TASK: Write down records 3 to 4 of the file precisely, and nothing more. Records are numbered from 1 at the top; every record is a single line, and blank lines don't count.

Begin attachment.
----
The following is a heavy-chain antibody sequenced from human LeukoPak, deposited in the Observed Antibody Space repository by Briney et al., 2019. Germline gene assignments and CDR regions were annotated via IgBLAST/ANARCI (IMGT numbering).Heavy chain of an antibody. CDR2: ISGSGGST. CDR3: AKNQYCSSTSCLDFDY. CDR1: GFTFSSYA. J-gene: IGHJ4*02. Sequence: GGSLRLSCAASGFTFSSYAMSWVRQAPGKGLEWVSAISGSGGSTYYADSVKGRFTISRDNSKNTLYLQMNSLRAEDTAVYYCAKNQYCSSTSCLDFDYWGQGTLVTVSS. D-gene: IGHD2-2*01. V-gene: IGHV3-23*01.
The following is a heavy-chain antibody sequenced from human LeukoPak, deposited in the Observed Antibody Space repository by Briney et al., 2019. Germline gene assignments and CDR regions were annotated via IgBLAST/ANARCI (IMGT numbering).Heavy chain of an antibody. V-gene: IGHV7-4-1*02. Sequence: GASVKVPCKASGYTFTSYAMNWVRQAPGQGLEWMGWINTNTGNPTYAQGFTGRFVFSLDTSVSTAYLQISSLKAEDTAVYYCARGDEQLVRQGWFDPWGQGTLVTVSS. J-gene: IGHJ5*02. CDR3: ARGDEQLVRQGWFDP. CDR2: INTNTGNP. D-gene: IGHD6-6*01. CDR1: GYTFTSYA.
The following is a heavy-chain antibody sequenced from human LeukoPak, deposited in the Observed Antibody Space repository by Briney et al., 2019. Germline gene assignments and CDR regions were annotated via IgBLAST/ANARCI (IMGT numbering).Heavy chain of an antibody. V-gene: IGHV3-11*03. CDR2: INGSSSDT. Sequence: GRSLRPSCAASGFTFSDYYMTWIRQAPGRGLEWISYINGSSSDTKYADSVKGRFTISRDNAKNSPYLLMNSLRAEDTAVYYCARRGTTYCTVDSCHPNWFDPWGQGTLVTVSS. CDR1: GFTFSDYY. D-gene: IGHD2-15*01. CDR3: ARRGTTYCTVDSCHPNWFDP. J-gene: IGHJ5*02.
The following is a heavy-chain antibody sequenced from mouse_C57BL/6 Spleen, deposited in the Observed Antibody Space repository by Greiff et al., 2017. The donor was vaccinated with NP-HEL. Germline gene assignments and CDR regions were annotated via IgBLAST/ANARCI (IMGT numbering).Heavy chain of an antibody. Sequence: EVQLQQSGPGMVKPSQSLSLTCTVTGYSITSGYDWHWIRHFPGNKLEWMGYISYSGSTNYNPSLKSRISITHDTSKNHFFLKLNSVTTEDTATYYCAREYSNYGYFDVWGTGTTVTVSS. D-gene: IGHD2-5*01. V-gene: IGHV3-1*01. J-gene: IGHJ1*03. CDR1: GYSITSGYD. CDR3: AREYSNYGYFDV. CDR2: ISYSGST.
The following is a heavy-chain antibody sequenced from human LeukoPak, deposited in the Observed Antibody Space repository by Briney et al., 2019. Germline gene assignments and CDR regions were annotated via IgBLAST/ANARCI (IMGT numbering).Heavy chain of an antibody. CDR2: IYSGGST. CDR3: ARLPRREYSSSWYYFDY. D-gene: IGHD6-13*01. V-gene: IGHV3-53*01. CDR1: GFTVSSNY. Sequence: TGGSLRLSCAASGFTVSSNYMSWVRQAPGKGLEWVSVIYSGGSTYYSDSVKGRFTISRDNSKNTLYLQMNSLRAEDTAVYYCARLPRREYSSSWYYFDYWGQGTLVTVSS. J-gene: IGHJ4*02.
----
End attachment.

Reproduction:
The following is a heavy-chain antibody sequenced from human LeukoPak, deposited in the Observed Antibody Space repository by Briney et al., 2019. Germline gene assignments and CDR regions were annotated via IgBLAST/ANARCI (IMGT numbering).Heavy chain of an antibody. V-gene: IGHV3-11*03. CDR2: INGSSSDT. Sequence: GRSLRPSCAASGFTFSDYYMTWIRQAPGRGLEWISYINGSSSDTKYADSVKGRFTISRDNAKNSPYLLMNSLRAEDTAVYYCARRGTTYCTVDSCHPNWFDPWGQGTLVTVSS. CDR1: GFTFSDYY. D-gene: IGHD2-15*01. CDR3: ARRGTTYCTVDSCHPNWFDP. J-gene: IGHJ5*02.
The following is a heavy-chain antibody sequenced from mouse_C57BL/6 Spleen, deposited in the Observed Antibody Space repository by Greiff et al., 2017. The donor was vaccinated with NP-HEL. Germline gene assignments and CDR regions were annotated via IgBLAST/ANARCI (IMGT numbering).Heavy chain of an antibody. Sequence: EVQLQQSGPGMVKPSQSLSLTCTVTGYSITSGYDWHWIRHFPGNKLEWMGYISYSGSTNYNPSLKSRISITHDTSKNHFFLKLNSVTTEDTATYYCAREYSNYGYFDVWGTGTTVTVSS. D-gene: IGHD2-5*01. V-gene: IGHV3-1*01. J-gene: IGHJ1*03. CDR1: GYSITSGYD. CDR3: AREYSNYGYFDV. CDR2: ISYSGST.